The lights are on
I had high hopes for Human Revolution. After playing the original and being blown away by the depth of it (especially during the time it came out), the long awaited prequel left me feeling satisfied yet not altogether blown away like I was before. The E3 trailer for Human Revolution raised my expectations for it considerably, especially in the visual aspect. In the final game the visuals do impress in certain categories. The environments are splendid, and it's always a pleasure getting to fly in to the vast skyline that all the cities have. Also, the cut scenes in the game are well put together and a pleasure to watch, especially the small take off and landing scenes.
On the downside, it was utterly painful to watch any of the characters talk, their facial animations are horrendous. I'm not sure what the deal is with that when I've seen better animations in much smaller-budget games. I guess they just got lost in the overall design. Another frustration that I had with the game is that although there is a good deal of exploration and side quests to complete, I was unable to finish really any of them due to the upgrades that I chose not fitting the requirement to get into certain areas. I understand that lots of abilities are necessary to give choice to the player, but I was unable to upgrade even half of them due to the fact that I couldn't get enough praxis points from completing side quests. It was kind of a vicious cycle that stopped me from thoroughly enjoying the game.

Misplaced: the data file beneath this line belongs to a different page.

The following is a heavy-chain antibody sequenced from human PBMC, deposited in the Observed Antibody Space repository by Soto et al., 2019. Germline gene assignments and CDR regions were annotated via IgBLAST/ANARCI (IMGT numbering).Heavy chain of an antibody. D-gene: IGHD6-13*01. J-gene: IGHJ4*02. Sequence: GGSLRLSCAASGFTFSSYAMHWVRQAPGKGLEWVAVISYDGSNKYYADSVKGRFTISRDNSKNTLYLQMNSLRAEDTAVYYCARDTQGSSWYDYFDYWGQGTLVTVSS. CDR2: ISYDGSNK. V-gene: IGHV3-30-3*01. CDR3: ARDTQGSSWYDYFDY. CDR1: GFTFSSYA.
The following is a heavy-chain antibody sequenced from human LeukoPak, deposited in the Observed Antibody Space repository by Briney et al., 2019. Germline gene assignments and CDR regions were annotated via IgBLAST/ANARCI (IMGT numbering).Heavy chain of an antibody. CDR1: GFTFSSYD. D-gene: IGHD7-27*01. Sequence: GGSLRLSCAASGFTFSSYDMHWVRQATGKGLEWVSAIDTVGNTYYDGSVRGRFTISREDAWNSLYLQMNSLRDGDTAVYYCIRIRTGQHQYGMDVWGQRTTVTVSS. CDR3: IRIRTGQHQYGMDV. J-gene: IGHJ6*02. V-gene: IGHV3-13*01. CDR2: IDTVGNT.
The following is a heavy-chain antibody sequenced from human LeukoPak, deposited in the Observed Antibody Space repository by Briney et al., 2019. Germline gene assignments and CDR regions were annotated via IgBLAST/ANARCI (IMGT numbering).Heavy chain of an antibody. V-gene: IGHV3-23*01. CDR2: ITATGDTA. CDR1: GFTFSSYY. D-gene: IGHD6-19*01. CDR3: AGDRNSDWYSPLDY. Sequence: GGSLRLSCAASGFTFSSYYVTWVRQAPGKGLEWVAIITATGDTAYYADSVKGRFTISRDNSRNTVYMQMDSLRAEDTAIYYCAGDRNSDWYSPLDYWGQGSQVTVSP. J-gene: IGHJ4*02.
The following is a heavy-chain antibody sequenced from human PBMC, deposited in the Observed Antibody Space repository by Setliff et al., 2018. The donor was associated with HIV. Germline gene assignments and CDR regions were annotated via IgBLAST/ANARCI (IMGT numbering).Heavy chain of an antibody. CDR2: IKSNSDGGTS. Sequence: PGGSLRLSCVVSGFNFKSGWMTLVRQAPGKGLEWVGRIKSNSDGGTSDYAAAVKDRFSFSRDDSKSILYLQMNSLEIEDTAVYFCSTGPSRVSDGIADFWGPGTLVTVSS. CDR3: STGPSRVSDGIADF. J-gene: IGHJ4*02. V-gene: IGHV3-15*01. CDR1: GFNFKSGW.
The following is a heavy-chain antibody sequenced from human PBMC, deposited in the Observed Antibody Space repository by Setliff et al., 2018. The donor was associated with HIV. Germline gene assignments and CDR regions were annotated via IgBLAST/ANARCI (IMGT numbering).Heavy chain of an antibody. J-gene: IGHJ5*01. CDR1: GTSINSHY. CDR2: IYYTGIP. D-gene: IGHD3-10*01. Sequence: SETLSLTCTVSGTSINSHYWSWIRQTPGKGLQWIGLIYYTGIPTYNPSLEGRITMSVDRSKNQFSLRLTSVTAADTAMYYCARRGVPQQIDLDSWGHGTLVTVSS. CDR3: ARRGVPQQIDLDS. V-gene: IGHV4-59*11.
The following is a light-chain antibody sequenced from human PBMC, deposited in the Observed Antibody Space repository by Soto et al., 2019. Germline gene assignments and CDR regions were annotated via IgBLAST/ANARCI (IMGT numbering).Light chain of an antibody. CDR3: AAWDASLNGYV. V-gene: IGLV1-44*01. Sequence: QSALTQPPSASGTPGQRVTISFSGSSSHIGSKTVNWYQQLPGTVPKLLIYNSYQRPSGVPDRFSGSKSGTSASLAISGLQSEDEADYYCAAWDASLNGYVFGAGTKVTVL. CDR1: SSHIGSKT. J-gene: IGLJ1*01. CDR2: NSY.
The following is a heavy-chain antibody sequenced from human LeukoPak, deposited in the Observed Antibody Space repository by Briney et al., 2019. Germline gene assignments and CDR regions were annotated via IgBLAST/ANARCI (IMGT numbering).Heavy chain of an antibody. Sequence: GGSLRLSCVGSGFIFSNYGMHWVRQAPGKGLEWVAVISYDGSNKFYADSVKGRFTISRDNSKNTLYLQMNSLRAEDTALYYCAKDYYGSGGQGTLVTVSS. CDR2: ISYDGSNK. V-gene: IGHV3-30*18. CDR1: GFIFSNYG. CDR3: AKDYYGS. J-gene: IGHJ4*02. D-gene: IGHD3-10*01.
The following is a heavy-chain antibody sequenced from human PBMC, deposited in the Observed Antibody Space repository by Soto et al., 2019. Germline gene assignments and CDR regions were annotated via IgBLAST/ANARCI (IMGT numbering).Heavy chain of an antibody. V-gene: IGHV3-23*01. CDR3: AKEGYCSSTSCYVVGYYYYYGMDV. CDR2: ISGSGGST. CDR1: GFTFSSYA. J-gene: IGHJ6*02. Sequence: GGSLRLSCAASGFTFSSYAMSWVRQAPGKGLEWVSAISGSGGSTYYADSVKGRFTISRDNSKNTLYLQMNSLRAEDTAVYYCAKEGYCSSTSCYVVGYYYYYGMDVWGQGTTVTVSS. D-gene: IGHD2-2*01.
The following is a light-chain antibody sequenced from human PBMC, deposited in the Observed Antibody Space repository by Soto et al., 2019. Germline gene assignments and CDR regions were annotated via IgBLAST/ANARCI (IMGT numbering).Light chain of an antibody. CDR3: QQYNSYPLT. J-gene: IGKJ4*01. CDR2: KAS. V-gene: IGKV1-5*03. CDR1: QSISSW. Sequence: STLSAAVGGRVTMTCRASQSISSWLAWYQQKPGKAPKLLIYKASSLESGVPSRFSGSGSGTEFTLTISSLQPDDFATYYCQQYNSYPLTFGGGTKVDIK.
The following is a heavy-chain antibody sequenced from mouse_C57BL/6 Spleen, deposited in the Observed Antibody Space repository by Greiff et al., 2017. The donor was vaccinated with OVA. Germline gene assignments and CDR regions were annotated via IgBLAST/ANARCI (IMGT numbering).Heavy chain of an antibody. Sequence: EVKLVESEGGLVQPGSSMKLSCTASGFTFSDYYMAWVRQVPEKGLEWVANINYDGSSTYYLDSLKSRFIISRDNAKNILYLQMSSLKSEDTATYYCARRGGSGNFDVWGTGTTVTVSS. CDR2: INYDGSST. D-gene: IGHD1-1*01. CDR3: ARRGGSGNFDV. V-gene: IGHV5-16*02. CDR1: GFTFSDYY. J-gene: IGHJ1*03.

Playing through a second time I would know which upgrades to get first in order to be able to explore at my will. It would be better if Adam progressively unlocked new basic upgrades after completing main quest segments, leaving other specialized upgrades for the player to decide. I think it's safe to say that everyone wants to jump higher, run faster, and survive poison gas. It belittles the player to have to spend praxis points on such basic upgrades. I also have a problem with having robotic arms that run on tiny batteries, only being able to punch anyone when you eat a candy bar. I won't discuss the boss fights since I assume Eidos has learned their lesson.
Frustrations aside, Human Revolution is an absolute delight to explore, and once you get some of the more hefty upgrades it starts to get really fun. Feeling invincible with an array of special abilities at your disposal is definitely a good one, it just takes a while to get there. The story is fairly compelling, and the action is constant. Weapons are fun, especially once upgraded. The soundtrack is appropriate, one that I am very fond of. The setting is gorgeous, and it's evident that a lot of time went into putting it together. Overall Human Revolution is a well put-together game with a few frustrations along the way. I would definitely give it another play through and hopefully enjoy the experience a whole lot more.
This is a good review.